E5 Lab 3

Machine Shop 2
and Acoustics Tutorial


Machine Shop II

Acoustics Tutorial

Machine Shop II

Welcome to the third lab in E5, where you will begin to fabricate parts for your group's instrument in the Machine Shop in the basement of Papazian (next to Hicks). 

A reminder of the lab groups :

Lab A Lab B Lab C
Group A1: Hurdy Gurdy
  • Kristin Caldwell
  • Kate Goertzen
  • Anna de Regt
  • Phyo Thiha
Group B1: Hurdy Gurdy
  • Kofi Anguah
  • Ryo Akasaka
  • Shandra Bernath-Plaisted
  • Tiff McCarthy
  • Scott Taylor
Group C1: Hurdy Gurdy
  • Celeste Abou Negm
  • Aatish Bhatia
  • Elsita Kiekebusch
  • Jeffrey Santner
  • Nick Villagra
Group A2: Glockenspiel
  • Alex Bell
  • Hahna Kane
  • Deoroop Matapersad
  • Janelle Mirabeau
  • Robert Stewart
Group B2: Glockenspiel
  • Mark Calafut
  • James Nakamura
  • Kara Peterman
  • Nick Szapiro
  • Tina Yeung
Group C2: Glockenspiel
  • Elizabeth Crow
  • Abhay Manandhar
  • Yusra Naqvi
  • Sophia Pan
Group A3: Pennywhistle
  • Andrew Pace
  • Faye Walker
  • Luis Rodriguez
  • Emily Sun
  • Dan Thilman
Group B3: Pennywhistle
  • Trilok Acharya
  • Rosanne Breakenridge
  • Kelsey Hatzell
Group C3: Pennywhistle
  • Andrew Crispin
  • Thomas Kelleher
  • Dan Perelstein
  • Blaise Sheridan
  • Michelle Tomasik
Group A4: Pennywhistle
  • Maarten Bar
  • Andres Pacheco
  • Melinda Petre
  • Roby Velez

Acoustics Tutorial

At the end of class on Tuesday I began to talk about the basic physics of how our musical instruments work. Very briefly, all musical instruments produce periodic vibrations which register as "pitch" to human listeners. The more periodic(repetitious) the waveform, the stronger the sense of pitch. If the frequency components that make up the sound are related by integer multiples (harmonics), then the waveform will be very periodic. If the frequency components are inharmonic, then a "clang" component to the sound will be heard, and the sound will have less of a sense of what note is being produced (think of snare drums vs. tom-tom drums vs. kettledrums).

For strings fixed and tubes open at both ends, the boundary conditions on both ends are identical and the one-dimensional wave equation has a solution consisting of multiples of half-wavelengths. Each mode of vibration occurs at a frequency given by f = nv/2L, where n is an integer n = 1, 2, 3, 4, ... corresponding to the harmonic number (where the lowest note n=1 is the fundamental frequency). L is the length of the string or air column and v is the wave speed (v = 343 m/s for air at 25°C, or v = sqrt(T/rho) for a string of mass-per-unit-length rho and tension T). The fundamental frequency is what is usually perceived as the pitch of the instrument, while the relative amplitudes of the harmonic modes affect the timbre (pronounced "TAM-ber") or tone color of the instrument.

As I mentioned on Tuesday, the location of the point at which the string or air column is excited or stopped affects which of the possible modes (and their corresponding frequency components) are allowed to remain in the vibration recipe. Thus a pressure node (negligible fluctuation in acoustic pressure) occurs wherever a hole is placed in air-filled tube, and a displacement node occurs wherever a player's finger rests lightly on a string. Only modes with nodes at these points are allowed to exist; the lowest-frequency one (usually) determines the perceived pitch. Conversely, the pluck or bow-contact point of a string eliminates from the vibration recipe all those modes with nodes there. For instance, plucking or bowing a string 1/5 of the way along its length eliminates the 5th harmonic (because it has a node there), as well as the 10th, 15th, 20th, 25th, etc. harmonic (because they too have nodes there).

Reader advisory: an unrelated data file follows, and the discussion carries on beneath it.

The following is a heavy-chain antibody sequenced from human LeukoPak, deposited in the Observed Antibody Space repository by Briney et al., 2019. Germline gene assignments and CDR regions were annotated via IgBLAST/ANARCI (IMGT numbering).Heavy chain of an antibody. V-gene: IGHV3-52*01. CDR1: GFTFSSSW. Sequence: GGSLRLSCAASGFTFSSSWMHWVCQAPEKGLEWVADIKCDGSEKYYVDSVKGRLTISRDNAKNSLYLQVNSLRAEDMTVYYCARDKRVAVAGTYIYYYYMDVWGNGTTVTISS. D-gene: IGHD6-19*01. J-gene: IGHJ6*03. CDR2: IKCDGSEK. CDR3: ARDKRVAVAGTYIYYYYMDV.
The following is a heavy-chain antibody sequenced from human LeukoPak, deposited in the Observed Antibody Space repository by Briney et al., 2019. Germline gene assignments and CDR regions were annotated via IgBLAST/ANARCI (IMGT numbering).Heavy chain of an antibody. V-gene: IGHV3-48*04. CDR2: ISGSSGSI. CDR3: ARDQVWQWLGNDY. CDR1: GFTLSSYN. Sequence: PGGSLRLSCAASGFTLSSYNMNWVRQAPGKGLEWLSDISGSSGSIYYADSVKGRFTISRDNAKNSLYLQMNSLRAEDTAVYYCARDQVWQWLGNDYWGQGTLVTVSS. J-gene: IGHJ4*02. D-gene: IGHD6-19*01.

This situation for glockenspiel bars is a bit different, because the bar is a 3-D object and supports longitudinal, flexural, and torsional modes of vibration simultaneously. Here is a page from Fletcher and Rossing's book "The Physics of Musical Instruments:"

Moreover, as you can see from above, the modes are no longer harmonically related. It is beyond the scope of E5 to derive the 3-D wave equation and find the solution, but if you are interested, ask me. Here's the solution for transverse bending waves (y is the vertical displacement of the centerline from equilibrium):

y = cos(ωt + φ)[A cosh(ωx/ν) + B sinh(ωx/ν) + C cos(ωx/ν) + D sin(ωx/ν)]

where ω = 2πf is the angular frequency, x is the distance along the bar in the long direction, and ν = sqrt(ωcκ), where c is the wave speed in the bar and κ is the "radius of gyration" equal to the bar thickness divided by square root of 12 (for bars of rectangular cross-section). For steel bars, c = 5050 m/s and for aluminum c = 5150 m/s. The coefficients A, B, C, and D are calculated once the boundary conditions are specified. For our bar, both ends will be free to move and so A-C = 0 and B-D = 0 at x = 0 and x=L.

The only frequencies that meet these conditions are those that satisfy the following transcendental equation:

tan(ωL/2ν) = tanh(ωL/2ν), where L is the length of the bar. These turn out to be given by

f = (πcκ/8L2) (3.011, 22, 52, 72, 92,...)

which are approximately the measured relative frequencies shown in the figure above.

As mentioned in class, we will be using a microphone and spectrum analyzer in lab this week to measure these frequencies, and see what happens when we undercut the bars in the center so as to reduce the bending stiffness in the center of the bar, while leaving the ends to flex. Those working on the glockenspiel will have to adopt this semi-empirical approach to tuning the bars.

More later for everyone on the relationships between different notes in the equal-tempered scale. We want your instruments to be in tune!

Comments or Questions?
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Carr Everbach
Engineering Department
Swarthmore College